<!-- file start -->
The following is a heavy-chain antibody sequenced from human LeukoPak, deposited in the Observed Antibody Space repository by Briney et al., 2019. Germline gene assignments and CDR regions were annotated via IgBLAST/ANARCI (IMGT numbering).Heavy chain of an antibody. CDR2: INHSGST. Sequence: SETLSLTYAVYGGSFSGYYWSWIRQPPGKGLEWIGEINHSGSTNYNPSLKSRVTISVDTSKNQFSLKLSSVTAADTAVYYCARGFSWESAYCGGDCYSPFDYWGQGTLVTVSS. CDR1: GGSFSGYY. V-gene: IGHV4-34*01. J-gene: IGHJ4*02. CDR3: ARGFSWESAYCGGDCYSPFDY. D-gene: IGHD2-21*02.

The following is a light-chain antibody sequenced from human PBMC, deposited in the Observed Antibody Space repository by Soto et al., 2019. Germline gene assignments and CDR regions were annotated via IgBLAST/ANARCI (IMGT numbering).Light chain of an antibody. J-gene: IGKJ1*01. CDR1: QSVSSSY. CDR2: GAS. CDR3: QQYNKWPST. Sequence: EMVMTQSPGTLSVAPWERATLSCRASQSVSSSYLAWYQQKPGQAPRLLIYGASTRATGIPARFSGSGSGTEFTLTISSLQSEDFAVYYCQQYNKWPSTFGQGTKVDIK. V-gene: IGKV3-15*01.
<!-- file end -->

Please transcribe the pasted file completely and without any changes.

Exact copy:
The following is a heavy-chain antibody sequenced from human LeukoPak, deposited in the Observed Antibody Space repository by Briney et al., 2019. Germline gene assignments and CDR regions were annotated via IgBLAST/ANARCI (IMGT numbering).Heavy chain of an antibody. CDR2: INHSGST. Sequence: SETLSLTYAVYGGSFSGYYWSWIRQPPGKGLEWIGEINHSGSTNYNPSLKSRVTISVDTSKNQFSLKLSSVTAADTAVYYCARGFSWESAYCGGDCYSPFDYWGQGTLVTVSS. CDR1: GGSFSGYY. V-gene: IGHV4-34*01. J-gene: IGHJ4*02. CDR3: ARGFSWESAYCGGDCYSPFDY. D-gene: IGHD2-21*02.

The following is a light-chain antibody sequenced from human PBMC, deposited in the Observed Antibody Space repository by Soto et al., 2019. Germline gene assignments and CDR regions were annotated via IgBLAST/ANARCI (IMGT numbering).Light chain of an antibody. J-gene: IGKJ1*01. CDR1: QSVSSSY. CDR2: GAS. CDR3: QQYNKWPST. Sequence: EMVMTQSPGTLSVAPWERATLSCRASQSVSSSYLAWYQQKPGQAPRLLIYGASTRATGIPARFSGSGSGTEFTLTISSLQSEDFAVYYCQQYNKWPSTFGQGTKVDIK. V-gene: IGKV3-15*01.